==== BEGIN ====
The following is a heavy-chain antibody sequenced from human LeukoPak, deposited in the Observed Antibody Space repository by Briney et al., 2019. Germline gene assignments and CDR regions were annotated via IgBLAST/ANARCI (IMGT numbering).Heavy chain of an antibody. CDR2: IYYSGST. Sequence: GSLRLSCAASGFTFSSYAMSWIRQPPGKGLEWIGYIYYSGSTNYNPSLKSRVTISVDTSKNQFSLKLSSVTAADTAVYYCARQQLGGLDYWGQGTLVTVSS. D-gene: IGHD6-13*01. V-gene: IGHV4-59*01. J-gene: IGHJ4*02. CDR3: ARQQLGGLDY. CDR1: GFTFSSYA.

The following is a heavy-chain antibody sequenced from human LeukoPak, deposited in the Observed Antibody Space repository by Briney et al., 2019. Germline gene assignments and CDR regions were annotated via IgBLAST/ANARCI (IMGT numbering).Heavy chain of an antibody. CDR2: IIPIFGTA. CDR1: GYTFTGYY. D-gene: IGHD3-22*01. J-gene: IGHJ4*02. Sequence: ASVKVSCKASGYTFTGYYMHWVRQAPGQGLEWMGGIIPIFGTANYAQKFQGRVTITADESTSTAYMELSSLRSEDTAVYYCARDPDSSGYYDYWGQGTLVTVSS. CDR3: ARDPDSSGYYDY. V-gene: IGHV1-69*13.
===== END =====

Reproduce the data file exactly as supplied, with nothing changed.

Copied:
The following is a heavy-chain antibody sequenced from human LeukoPak, deposited in the Observed Antibody Space repository by Briney et al., 2019. Germline gene assignments and CDR regions were annotated via IgBLAST/ANARCI (IMGT numbering).Heavy chain of an antibody. CDR2: IYYSGST. Sequence: GSLRLSCAASGFTFSSYAMSWIRQPPGKGLEWIGYIYYSGSTNYNPSLKSRVTISVDTSKNQFSLKLSSVTAADTAVYYCARQQLGGLDYWGQGTLVTVSS. D-gene: IGHD6-13*01. V-gene: IGHV4-59*01. J-gene: IGHJ4*02. CDR3: ARQQLGGLDY. CDR1: GFTFSSYA.

The following is a heavy-chain antibody sequenced from human LeukoPak, deposited in the Observed Antibody Space repository by Briney et al., 2019. Germline gene assignments and CDR regions were annotated via IgBLAST/ANARCI (IMGT numbering).Heavy chain of an antibody. CDR2: IIPIFGTA. CDR1: GYTFTGYY. D-gene: IGHD3-22*01. J-gene: IGHJ4*02. Sequence: ASVKVSCKASGYTFTGYYMHWVRQAPGQGLEWMGGIIPIFGTANYAQKFQGRVTITADESTSTAYMELSSLRSEDTAVYYCARDPDSSGYYDYWGQGTLVTVSS. CDR3: ARDPDSSGYYDY. V-gene: IGHV1-69*13.